ROME – Classic slasher movies are notorious for the plot twist in which the villain, believed to be dead, pops back up for one last stab of the knife or lunge of the chainsaw. The take-away is that just when you think the scary part is over, get ready for another jolt.

It’s a lesson which, in a different guise, chief Vatican prosecutor Alessandro Diddi is learning the hard way right now.

Last December, Diddi, the Vatican’s Promoter of Justice, finally won convictions in the celebrated “trial of the century,” a multi-headed hydra of a case that required a whopping two and half years – not to mention 69 witnesses, 85 court hearings, and millions of pages of files and documents – to end in guilty verdicts against Italian Cardinal Angelo Becciu and eight other defendants for various alleged financial crimes.

Granted, the verdicts remain on appeal, and granted, Diddi has faced stiff criticism for his conduct of the trial. Yet no matter how nominal it may have been, it was still a win, and anyway, the ordeal at least seemed over.

Now, however, the question is whether the best qualifier for the apparent win isn’t so much “nominal” as “Pyrrhic.” At least four additional verdicts, some real and some metaphorical, are currently pending on the London case, which, collectively, could still snatch defeat from the jaws of victory.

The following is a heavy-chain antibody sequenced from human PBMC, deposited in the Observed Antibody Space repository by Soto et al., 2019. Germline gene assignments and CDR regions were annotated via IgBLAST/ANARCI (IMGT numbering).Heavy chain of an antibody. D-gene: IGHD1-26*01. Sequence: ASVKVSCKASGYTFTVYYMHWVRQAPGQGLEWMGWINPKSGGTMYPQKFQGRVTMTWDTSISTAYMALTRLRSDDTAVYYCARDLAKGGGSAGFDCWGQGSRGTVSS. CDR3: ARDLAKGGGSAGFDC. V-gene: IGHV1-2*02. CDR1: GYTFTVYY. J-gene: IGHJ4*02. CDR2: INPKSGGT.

First up is a civil case currently being heard before London’s High Court of Justice, brought by Italian financier Raffaele Mincione, one of the defendants convicted in the Vatican trial. It was Mincione who initially advised the Vatican’s Secretariat of State on the $400 million purchase of a former Harrod’s warehouse in the upscale London neighborhood of Chelsea slated for conversion into luxury apartments.

Mincione wants the London court to declare he acted in good faith in the transaction, which ended with the Secretariat of State selling the property at a loss estimated at roughly $140 million. If Mincione prevails, he could also request financial compensation for reputational damage.

The case has already proved embarrassing for the Vatican, as last November the High Court ordered it to turn over confidential messages between Italian Cardinal Pietro Parolin, the Secretary of State, and Venezuelan Archbishop Edgar Peña Parra, Parolin’s top deputy as the sostituto, or “substitute,”  despite claims from attorneys representing the Holy See that such disclosures would represent a “grave sin.”

This week, Peña Parra was in London to testify in the case and faced a grilling from British lawyer Charles Samek, representing Mincione. He’s slated to wrap up his testimony on Monday. So far, the questions have focused largely on Peña Parra’s interactions with another Italian businessman, Gianluigi Torzi, who took Mincione’s place in the London deal around the time Peña Parra replaced then-Archbishop Angelo Becciu, also convicted in the London trial, as the sostituto.